Wednesday, 20 January 2010

A Classic Bedside Physical Sign - Asterixis

Dear Bloggers

Above is the classic sign of Flapping Tremor, also termed Asterixis, commonly seen in hepatic encephalopathy and CO2 retention. It is also seen in uraemia. The clues for the cause in this patient were the obvious jaundice and palmar erythema. Smelling the breath also revealed the classic Fetor Hepaticus -- sadly there is no current technological means to purvay this smell across the internet! Abdominal palpation revealed hepatomegaly.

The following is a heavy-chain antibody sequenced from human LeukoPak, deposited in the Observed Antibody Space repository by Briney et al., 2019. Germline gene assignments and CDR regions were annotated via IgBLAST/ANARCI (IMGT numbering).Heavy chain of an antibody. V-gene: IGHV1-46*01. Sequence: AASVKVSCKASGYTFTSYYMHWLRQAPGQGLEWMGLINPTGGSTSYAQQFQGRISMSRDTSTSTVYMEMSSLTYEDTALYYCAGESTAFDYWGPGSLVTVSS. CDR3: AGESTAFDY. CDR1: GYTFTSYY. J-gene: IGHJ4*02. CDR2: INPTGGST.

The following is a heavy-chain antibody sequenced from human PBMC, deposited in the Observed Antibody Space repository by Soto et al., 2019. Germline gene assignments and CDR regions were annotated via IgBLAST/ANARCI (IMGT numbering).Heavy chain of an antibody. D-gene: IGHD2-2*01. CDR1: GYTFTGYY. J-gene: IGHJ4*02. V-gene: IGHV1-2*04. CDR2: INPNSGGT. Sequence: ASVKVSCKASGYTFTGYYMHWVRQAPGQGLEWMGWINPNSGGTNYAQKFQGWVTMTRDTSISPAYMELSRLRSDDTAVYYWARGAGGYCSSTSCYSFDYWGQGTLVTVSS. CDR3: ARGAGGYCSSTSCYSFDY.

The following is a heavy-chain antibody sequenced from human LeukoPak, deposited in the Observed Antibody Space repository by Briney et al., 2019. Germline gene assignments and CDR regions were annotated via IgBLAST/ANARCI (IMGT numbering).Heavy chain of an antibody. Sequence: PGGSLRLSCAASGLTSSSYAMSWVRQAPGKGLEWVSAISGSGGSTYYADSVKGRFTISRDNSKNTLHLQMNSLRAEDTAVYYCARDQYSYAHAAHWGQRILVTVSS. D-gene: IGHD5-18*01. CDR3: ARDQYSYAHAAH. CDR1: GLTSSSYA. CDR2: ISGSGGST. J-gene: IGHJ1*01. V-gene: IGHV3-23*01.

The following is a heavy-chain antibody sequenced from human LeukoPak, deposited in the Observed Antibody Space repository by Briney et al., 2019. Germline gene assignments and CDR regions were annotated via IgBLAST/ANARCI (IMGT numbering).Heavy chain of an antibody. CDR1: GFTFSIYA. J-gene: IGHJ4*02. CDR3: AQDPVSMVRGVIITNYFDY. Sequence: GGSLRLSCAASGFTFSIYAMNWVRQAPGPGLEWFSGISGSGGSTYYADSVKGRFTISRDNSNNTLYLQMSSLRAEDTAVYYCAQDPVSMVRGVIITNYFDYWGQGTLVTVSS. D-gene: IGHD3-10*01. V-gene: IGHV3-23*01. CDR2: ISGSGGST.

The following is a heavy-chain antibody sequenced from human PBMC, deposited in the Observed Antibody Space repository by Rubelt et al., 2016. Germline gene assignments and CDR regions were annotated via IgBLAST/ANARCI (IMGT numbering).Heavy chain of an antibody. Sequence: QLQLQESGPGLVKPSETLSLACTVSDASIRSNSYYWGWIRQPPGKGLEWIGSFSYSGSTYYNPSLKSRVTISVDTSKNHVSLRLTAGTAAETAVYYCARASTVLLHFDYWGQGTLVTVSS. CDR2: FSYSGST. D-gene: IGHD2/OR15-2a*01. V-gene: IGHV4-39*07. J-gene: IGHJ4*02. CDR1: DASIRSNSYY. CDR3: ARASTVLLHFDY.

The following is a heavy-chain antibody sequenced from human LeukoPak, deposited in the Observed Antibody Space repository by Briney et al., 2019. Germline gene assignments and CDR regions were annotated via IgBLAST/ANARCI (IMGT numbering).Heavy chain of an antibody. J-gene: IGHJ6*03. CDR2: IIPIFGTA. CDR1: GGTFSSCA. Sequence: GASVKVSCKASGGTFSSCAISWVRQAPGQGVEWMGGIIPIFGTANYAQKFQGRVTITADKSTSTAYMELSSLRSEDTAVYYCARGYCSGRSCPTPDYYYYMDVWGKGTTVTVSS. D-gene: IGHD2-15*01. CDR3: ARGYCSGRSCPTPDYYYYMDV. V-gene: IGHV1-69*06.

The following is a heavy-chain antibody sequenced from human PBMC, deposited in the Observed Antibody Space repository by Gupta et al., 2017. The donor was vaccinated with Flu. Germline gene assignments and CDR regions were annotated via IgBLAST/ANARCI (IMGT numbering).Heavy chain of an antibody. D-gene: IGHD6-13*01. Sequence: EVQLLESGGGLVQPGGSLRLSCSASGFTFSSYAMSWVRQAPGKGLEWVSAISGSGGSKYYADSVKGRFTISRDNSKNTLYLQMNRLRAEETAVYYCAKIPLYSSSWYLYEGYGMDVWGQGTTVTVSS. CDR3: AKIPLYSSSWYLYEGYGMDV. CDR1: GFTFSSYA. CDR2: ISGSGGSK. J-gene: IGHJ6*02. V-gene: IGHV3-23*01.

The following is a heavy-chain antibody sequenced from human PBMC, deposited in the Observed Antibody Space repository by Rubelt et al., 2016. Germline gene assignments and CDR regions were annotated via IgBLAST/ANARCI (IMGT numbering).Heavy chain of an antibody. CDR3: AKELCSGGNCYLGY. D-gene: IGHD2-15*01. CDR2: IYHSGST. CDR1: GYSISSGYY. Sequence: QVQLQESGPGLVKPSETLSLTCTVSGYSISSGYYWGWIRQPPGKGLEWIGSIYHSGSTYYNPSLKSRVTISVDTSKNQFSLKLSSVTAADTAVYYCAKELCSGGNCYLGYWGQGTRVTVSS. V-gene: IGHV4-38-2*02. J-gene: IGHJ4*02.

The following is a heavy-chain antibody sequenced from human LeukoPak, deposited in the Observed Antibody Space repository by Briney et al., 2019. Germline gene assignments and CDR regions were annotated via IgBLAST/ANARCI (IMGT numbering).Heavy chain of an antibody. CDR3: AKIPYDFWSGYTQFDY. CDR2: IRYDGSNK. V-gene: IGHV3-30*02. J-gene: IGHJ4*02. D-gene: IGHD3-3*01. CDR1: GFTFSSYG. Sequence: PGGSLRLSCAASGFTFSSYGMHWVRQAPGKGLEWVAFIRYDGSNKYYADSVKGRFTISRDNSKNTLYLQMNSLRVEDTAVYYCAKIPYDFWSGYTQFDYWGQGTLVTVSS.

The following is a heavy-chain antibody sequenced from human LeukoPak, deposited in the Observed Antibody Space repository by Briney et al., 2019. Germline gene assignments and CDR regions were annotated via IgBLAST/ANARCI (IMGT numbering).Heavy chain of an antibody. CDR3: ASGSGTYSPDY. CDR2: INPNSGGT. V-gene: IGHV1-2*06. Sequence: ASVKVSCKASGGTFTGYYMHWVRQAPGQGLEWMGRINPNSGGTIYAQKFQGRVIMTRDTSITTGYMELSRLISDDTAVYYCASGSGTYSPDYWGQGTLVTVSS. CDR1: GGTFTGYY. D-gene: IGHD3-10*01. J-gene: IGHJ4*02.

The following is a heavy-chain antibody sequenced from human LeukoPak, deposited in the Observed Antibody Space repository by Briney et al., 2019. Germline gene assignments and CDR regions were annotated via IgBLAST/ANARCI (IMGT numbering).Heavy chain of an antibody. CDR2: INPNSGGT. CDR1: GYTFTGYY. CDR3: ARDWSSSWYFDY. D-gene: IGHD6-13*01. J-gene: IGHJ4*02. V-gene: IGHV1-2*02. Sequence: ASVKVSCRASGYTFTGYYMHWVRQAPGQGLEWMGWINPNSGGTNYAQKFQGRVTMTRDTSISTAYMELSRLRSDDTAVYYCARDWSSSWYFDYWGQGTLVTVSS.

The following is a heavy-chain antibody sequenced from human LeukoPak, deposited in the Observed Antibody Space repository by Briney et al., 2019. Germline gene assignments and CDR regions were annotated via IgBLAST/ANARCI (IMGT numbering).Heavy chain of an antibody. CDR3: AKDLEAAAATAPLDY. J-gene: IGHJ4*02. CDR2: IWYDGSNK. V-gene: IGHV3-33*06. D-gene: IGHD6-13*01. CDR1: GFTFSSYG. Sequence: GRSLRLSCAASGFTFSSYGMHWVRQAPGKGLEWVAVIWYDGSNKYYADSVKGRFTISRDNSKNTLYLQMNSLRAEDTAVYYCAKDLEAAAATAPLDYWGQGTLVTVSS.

The technique for asterixis is performed by asking the patient to extent their arms so that they are straight at the elbow. The patient is then instructed to extend the wrists and spread the fingers wide. This will allow asterixis to be uncovered.

Pearl: When you see a jaundiced patient ask them to perform the test for asterixis. A positive test suggests encephalopathy e.g. Grade 2 Hepatic Encephalopathy. If the patient has known COPD, e.g. the archetypcal chronic bronchitic 'blue bloater' and a positive asterixis sign, checking a blood gas for rising CO2 levels is justified. Remember that Type 1 respiratory failure patients e.g. emphysematous 'pink puffers' can also develop type 2 respiratory failure on occasion!

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